The problem there was that after leaving A&M, I signed to Charisma for a bit and then I was on all sorts of different labels and it’s difficult trying to find out who owns what these days. When I did 1984 with Tim Rice, we had trouble with George Orwell’s estate, and then the film came out. I remember when I signed to Charisma to do that album, Tony Stratton-Smith said he wanted to sign me, and I wasn’t really in a good place. I think I said, “Why would you want to sign me? I’m old hat,” and he said, “I want you to make a prog rock concept record.” I said, “Why on earth would you want me to do that? It’s hardly what people want at the moment.” And he said, “It’s what you’re good at.” The industry really needs more people like Strat around. Anyway, I’d like to see it happen with those albums. I know there are some plans underway. The Orwell estate is much easier to deal with these days as well.

You performed with your sons Oliver and Adam on Cost Of Living’s Bedtime Stories. Might we ever see Wakeman, Wakeman and Wakeman on stage together?

Ah, recently there was a Wakeman, Wakeman, Wakeman and Wakeman on stage together. It was myself with Adam, Oliver and my daughter Jemma. I was playing this cathedral gig – the usual: me, piano, some stories – and had asked them to come along and help out. They said they’d do it, but only if they had a microphone each. Jemma’s got a lovely voice but these weren’t really for the singing. I got totally roasted by the lot of them. It was hilarious. I really do wish someone had recorded it. My kids, ripping it out of the old man. The audience was crying with laughter. We all were…”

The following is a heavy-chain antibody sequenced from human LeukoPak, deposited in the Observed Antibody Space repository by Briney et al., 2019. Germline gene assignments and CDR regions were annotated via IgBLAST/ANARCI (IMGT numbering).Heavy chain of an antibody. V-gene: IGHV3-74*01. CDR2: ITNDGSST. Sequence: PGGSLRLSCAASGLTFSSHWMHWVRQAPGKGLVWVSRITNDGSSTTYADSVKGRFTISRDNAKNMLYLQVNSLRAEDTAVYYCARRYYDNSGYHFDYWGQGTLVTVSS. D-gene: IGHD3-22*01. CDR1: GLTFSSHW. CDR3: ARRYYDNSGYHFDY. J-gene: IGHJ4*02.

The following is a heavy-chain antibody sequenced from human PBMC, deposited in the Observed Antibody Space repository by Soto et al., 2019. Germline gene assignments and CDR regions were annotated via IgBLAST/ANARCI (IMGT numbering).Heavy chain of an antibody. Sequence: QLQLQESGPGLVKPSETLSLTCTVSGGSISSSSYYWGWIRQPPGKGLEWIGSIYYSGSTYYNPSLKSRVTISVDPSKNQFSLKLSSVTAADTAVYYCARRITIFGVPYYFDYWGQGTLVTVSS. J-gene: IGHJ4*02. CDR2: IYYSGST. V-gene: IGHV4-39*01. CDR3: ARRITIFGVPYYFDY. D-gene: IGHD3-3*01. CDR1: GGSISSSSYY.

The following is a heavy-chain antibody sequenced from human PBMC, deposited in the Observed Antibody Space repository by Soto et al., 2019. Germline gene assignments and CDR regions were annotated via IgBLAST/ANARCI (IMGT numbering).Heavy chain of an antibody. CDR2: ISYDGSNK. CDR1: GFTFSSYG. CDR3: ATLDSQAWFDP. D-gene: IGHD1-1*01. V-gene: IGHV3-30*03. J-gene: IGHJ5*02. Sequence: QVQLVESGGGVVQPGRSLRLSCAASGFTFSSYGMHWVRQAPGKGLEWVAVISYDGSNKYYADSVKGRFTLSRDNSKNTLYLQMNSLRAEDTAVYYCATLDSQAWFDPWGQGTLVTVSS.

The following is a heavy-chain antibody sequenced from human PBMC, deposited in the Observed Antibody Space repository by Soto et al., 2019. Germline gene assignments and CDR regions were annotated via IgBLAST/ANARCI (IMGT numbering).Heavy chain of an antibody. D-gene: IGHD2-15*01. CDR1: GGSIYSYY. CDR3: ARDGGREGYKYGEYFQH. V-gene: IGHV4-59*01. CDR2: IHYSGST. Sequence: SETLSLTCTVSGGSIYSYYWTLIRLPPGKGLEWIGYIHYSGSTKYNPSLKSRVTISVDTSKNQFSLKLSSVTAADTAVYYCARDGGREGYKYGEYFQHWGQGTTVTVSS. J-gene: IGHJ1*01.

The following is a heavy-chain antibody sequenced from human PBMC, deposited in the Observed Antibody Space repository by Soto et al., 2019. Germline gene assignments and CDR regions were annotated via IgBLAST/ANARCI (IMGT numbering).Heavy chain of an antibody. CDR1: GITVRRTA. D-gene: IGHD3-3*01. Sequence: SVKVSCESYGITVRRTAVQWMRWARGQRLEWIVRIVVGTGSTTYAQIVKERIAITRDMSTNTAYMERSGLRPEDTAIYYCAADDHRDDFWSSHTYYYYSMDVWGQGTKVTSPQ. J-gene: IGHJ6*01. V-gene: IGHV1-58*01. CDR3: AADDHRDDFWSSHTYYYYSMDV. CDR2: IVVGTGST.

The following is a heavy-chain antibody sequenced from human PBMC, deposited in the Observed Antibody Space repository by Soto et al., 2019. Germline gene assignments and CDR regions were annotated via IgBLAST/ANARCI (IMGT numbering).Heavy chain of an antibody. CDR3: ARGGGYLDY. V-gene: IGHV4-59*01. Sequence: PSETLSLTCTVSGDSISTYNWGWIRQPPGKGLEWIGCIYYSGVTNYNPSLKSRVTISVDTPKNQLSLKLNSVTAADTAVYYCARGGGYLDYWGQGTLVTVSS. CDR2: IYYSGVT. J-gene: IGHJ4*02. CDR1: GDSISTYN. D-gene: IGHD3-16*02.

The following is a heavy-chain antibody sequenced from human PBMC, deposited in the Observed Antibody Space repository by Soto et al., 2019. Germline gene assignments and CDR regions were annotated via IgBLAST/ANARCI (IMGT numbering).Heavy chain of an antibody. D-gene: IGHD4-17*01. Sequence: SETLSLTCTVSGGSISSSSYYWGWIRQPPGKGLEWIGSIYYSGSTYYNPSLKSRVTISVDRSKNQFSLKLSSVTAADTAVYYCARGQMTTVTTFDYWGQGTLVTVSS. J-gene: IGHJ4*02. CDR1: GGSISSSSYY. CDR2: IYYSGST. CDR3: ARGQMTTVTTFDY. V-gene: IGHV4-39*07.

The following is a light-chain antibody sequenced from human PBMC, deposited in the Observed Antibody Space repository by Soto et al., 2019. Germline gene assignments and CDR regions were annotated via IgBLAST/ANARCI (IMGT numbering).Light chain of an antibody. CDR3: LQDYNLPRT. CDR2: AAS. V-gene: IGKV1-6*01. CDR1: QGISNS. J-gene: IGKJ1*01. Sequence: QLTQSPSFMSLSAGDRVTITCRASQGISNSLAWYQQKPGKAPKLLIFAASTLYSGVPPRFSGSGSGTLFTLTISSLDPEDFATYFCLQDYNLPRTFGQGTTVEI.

The Six Wives Of Henry VIII and The Myths And Legends Of King Arthur And His Knights Of The Round Table are available now via Universal. See www.rwcc.com for more information.

Jerry Ewing

Writer and broadcaster Jerry Ewing is the Editor of Prog Magazine which he founded for Future Publishing in 2009. He grew up in Sydney and began his writing career in London for Metal Forces magazine in 1989. He has since written for Metal Hammer, Maxim, Vox, Stuff and Bizarre magazines, among others. He created and edited Classic Rock Magazine for Dennis Publishing in 1998 and is the author of a variety of books on both music and sport, including Wonderous Stories; A Journey Through The Landscape Of Progressive Rock.